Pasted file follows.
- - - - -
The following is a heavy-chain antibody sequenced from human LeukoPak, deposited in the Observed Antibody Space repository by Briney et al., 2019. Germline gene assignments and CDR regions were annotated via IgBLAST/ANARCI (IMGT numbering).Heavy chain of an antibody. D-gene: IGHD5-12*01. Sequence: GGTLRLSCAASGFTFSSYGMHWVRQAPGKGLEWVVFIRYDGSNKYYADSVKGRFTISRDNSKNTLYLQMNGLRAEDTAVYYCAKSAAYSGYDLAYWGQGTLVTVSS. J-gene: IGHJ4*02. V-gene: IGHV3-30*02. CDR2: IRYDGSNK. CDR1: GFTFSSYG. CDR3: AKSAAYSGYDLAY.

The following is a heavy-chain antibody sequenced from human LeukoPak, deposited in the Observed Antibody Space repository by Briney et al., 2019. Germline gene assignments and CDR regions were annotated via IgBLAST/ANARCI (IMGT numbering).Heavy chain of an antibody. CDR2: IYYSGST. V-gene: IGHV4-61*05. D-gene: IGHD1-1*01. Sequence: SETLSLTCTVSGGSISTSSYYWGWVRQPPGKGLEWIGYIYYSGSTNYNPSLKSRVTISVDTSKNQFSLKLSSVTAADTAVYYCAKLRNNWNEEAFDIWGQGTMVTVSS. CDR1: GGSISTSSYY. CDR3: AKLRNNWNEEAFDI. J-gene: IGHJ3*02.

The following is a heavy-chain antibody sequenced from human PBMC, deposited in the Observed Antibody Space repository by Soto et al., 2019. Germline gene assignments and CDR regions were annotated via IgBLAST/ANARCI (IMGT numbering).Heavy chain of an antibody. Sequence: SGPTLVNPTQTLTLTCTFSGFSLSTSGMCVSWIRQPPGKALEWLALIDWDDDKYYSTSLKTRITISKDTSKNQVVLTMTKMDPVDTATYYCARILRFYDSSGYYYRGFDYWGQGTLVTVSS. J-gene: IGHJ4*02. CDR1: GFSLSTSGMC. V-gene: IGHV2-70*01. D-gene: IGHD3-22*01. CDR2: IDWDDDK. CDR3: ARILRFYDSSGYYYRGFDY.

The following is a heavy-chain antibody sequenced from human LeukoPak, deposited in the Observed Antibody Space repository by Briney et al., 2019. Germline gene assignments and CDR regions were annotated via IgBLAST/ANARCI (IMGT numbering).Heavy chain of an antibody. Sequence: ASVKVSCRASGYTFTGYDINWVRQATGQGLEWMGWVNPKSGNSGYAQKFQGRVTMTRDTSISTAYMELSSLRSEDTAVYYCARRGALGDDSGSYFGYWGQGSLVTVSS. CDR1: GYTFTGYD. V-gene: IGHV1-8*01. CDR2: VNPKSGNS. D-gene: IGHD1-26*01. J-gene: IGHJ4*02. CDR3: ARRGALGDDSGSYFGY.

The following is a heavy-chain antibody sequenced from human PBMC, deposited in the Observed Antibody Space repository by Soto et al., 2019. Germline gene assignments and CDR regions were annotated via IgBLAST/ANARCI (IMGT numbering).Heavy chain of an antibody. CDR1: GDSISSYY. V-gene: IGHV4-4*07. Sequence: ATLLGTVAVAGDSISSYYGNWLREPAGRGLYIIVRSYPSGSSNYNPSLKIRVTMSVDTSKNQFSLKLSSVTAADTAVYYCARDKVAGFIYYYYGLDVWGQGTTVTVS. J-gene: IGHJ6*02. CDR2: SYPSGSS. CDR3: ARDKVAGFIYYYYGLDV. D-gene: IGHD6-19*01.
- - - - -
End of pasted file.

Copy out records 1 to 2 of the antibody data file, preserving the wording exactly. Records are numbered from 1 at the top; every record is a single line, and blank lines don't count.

The following is a heavy-chain antibody sequenced from human LeukoPak, deposited in the Observed Antibody Space repository by Briney et al., 2019. Germline gene assignments and CDR regions were annotated via IgBLAST/ANARCI (IMGT numbering).Heavy chain of an antibody. D-gene: IGHD5-12*01. Sequence: GGTLRLSCAASGFTFSSYGMHWVRQAPGKGLEWVVFIRYDGSNKYYADSVKGRFTISRDNSKNTLYLQMNGLRAEDTAVYYCAKSAAYSGYDLAYWGQGTLVTVSS. J-gene: IGHJ4*02. V-gene: IGHV3-30*02. CDR2: IRYDGSNK. CDR1: GFTFSSYG. CDR3: AKSAAYSGYDLAY.

The following is a heavy-chain antibody sequenced from human LeukoPak, deposited in the Observed Antibody Space repository by Briney et al., 2019. Germline gene assignments and CDR regions were annotated via IgBLAST/ANARCI (IMGT numbering).Heavy chain of an antibody. CDR2: IYYSGST. V-gene: IGHV4-61*05. D-gene: IGHD1-1*01. Sequence: SETLSLTCTVSGGSISTSSYYWGWVRQPPGKGLEWIGYIYYSGSTNYNPSLKSRVTISVDTSKNQFSLKLSSVTAADTAVYYCAKLRNNWNEEAFDIWGQGTMVTVSS. CDR1: GGSISTSSYY. CDR3: AKLRNNWNEEAFDI. J-gene: IGHJ3*02.